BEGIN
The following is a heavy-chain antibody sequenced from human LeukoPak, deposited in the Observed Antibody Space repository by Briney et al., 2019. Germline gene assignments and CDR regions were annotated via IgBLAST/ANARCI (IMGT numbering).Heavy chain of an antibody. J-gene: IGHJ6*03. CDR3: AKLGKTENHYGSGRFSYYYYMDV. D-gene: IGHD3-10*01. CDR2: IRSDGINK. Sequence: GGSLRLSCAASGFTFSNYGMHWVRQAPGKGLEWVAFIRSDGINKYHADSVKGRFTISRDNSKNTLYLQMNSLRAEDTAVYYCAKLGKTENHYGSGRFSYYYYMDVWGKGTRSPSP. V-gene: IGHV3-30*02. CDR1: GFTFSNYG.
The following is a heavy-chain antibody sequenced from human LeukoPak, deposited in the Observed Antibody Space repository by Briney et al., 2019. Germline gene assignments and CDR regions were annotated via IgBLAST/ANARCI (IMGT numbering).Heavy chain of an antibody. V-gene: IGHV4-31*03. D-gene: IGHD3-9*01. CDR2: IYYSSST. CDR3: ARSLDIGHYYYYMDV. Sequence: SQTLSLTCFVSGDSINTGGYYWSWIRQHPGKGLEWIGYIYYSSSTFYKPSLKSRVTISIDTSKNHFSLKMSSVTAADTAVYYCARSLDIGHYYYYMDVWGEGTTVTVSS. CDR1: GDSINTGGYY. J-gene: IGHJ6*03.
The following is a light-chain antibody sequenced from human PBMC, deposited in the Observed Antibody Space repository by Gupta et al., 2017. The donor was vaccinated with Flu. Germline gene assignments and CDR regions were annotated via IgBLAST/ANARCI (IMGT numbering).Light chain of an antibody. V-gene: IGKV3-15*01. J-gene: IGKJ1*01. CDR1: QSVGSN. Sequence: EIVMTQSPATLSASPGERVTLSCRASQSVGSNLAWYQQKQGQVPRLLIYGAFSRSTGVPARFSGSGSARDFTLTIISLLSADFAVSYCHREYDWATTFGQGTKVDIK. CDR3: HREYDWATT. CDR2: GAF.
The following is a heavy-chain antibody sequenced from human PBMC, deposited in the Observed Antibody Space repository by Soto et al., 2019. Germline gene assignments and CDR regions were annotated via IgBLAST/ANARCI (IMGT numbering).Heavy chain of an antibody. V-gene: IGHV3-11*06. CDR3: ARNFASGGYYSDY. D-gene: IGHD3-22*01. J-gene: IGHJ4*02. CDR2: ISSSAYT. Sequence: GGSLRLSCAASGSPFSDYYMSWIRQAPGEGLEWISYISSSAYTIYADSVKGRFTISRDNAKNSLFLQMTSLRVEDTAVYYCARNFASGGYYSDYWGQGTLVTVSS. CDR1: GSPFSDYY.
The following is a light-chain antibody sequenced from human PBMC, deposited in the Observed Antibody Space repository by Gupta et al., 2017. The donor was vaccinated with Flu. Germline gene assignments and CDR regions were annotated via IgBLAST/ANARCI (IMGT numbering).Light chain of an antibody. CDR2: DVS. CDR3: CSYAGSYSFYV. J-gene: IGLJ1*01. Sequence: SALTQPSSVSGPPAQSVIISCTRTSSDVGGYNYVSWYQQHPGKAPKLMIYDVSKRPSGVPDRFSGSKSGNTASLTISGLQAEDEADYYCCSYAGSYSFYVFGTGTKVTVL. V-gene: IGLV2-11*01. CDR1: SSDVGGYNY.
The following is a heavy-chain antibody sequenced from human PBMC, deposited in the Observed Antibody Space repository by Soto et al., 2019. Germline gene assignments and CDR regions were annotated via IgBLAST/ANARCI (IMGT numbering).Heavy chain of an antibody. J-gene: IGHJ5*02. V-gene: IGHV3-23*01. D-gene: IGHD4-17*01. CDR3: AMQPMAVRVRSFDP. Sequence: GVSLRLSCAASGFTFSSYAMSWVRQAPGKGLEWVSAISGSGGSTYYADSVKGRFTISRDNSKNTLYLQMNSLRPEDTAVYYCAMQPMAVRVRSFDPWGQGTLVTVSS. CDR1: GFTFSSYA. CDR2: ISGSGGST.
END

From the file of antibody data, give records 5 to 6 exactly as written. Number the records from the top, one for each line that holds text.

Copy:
The following is a light-chain antibody sequenced from human PBMC, deposited in the Observed Antibody Space repository by Gupta et al., 2017. The donor was vaccinated with Flu. Germline gene assignments and CDR regions were annotated via IgBLAST/ANARCI (IMGT numbering).Light chain of an antibody. CDR2: DVS. CDR3: CSYAGSYSFYV. J-gene: IGLJ1*01. Sequence: SALTQPSSVSGPPAQSVIISCTRTSSDVGGYNYVSWYQQHPGKAPKLMIYDVSKRPSGVPDRFSGSKSGNTASLTISGLQAEDEADYYCCSYAGSYSFYVFGTGTKVTVL. V-gene: IGLV2-11*01. CDR1: SSDVGGYNY.
The following is a heavy-chain antibody sequenced from human PBMC, deposited in the Observed Antibody Space repository by Soto et al., 2019. Germline gene assignments and CDR regions were annotated via IgBLAST/ANARCI (IMGT numbering).Heavy chain of an antibody. J-gene: IGHJ5*02. V-gene: IGHV3-23*01. D-gene: IGHD4-17*01. CDR3: AMQPMAVRVRSFDP. Sequence: GVSLRLSCAASGFTFSSYAMSWVRQAPGKGLEWVSAISGSGGSTYYADSVKGRFTISRDNSKNTLYLQMNSLRPEDTAVYYCAMQPMAVRVRSFDPWGQGTLVTVSS. CDR1: GFTFSSYA. CDR2: ISGSGGST.